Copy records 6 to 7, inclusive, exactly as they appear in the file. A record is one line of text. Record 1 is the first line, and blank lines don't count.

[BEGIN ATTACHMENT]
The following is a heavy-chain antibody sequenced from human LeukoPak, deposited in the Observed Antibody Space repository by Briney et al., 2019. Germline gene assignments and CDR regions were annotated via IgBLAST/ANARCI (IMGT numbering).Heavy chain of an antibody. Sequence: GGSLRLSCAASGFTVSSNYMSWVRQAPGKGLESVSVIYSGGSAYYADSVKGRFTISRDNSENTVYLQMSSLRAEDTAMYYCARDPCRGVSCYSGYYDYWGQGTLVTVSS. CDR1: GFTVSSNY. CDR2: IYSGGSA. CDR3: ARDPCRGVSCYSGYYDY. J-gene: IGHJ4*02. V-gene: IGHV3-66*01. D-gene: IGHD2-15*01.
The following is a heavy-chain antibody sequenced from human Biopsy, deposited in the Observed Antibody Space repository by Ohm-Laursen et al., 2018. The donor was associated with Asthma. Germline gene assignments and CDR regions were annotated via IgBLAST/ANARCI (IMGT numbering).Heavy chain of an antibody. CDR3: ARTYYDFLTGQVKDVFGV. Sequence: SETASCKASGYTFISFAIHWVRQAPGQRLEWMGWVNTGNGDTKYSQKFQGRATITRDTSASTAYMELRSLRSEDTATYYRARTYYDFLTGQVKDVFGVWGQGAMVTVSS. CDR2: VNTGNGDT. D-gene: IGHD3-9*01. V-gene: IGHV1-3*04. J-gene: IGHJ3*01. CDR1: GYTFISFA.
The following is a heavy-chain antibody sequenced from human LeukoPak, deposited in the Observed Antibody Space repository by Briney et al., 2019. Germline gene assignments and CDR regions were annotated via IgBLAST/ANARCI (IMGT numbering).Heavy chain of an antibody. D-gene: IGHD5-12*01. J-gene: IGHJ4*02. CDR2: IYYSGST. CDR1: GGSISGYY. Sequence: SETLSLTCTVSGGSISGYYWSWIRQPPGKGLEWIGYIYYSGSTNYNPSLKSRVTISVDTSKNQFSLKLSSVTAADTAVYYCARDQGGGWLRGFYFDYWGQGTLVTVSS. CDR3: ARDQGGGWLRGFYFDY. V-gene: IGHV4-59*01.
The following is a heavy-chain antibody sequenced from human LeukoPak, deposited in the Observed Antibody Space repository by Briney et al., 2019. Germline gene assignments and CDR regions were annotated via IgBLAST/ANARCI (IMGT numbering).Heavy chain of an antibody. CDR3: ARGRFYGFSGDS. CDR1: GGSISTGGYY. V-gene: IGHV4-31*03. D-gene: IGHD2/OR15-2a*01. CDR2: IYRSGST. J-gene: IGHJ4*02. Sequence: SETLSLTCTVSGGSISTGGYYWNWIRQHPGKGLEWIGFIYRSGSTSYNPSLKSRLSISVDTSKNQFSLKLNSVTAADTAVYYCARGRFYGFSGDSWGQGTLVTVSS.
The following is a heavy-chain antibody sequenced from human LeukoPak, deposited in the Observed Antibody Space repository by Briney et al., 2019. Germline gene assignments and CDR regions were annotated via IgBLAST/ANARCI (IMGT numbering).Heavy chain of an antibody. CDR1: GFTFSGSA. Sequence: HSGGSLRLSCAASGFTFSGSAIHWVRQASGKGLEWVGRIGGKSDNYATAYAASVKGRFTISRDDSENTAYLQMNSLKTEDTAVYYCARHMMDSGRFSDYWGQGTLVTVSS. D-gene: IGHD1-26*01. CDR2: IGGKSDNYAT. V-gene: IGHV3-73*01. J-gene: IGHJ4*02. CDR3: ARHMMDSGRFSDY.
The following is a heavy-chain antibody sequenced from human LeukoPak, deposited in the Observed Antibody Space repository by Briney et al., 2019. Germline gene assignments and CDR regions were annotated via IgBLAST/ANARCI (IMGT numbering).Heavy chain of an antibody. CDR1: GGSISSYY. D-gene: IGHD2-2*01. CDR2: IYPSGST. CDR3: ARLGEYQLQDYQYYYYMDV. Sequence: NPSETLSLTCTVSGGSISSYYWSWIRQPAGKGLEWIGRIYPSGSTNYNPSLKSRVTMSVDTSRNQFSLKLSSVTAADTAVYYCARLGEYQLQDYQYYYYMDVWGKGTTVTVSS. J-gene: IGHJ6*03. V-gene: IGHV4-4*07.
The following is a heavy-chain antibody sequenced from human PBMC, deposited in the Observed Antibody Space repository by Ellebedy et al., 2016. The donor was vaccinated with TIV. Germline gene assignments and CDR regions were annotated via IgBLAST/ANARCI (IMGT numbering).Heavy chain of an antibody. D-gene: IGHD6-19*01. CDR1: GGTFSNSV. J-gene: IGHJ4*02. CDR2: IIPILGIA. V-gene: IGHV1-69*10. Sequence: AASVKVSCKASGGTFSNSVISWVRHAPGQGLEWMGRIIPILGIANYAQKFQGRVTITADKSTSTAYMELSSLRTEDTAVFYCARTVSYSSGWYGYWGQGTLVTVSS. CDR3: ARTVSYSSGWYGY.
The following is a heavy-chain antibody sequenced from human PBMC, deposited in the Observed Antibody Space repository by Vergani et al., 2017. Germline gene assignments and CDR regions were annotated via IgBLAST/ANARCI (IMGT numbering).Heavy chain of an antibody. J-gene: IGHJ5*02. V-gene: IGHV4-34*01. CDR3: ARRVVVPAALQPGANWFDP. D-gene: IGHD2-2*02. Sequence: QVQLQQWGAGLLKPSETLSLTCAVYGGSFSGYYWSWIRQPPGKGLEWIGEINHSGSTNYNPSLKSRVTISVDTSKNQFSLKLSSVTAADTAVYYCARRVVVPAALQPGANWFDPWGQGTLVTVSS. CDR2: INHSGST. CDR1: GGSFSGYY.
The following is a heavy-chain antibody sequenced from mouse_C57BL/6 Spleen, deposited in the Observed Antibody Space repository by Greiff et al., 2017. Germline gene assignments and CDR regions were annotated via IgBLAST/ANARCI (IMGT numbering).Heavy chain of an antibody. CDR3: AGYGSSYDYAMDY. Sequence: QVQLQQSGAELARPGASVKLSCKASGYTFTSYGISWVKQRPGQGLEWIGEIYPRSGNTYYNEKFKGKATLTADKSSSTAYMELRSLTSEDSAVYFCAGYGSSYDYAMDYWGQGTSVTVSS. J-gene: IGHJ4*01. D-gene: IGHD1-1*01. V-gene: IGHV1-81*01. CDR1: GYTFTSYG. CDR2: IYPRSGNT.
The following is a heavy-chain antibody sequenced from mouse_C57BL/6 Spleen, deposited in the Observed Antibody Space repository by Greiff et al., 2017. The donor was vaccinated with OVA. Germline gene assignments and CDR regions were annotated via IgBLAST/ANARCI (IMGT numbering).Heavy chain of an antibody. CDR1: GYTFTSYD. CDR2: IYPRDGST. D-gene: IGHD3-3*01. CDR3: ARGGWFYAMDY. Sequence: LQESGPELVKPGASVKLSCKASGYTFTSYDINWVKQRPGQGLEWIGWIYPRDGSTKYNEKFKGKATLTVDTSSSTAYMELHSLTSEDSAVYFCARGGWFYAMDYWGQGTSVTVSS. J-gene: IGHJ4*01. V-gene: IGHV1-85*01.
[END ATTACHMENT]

The following is a heavy-chain antibody sequenced from human LeukoPak, deposited in the Observed Antibody Space repository by Briney et al., 2019. Germline gene assignments and CDR regions were annotated via IgBLAST/ANARCI (IMGT numbering).Heavy chain of an antibody. CDR1: GGSISSYY. D-gene: IGHD2-2*01. CDR2: IYPSGST. CDR3: ARLGEYQLQDYQYYYYMDV. Sequence: NPSETLSLTCTVSGGSISSYYWSWIRQPAGKGLEWIGRIYPSGSTNYNPSLKSRVTMSVDTSRNQFSLKLSSVTAADTAVYYCARLGEYQLQDYQYYYYMDVWGKGTTVTVSS. J-gene: IGHJ6*03. V-gene: IGHV4-4*07.
The following is a heavy-chain antibody sequenced from human PBMC, deposited in the Observed Antibody Space repository by Ellebedy et al., 2016. The donor was vaccinated with TIV. Germline gene assignments and CDR regions were annotated via IgBLAST/ANARCI (IMGT numbering).Heavy chain of an antibody. D-gene: IGHD6-19*01. CDR1: GGTFSNSV. J-gene: IGHJ4*02. CDR2: IIPILGIA. V-gene: IGHV1-69*10. Sequence: AASVKVSCKASGGTFSNSVISWVRHAPGQGLEWMGRIIPILGIANYAQKFQGRVTITADKSTSTAYMELSSLRTEDTAVFYCARTVSYSSGWYGYWGQGTLVTVSS. CDR3: ARTVSYSSGWYGY.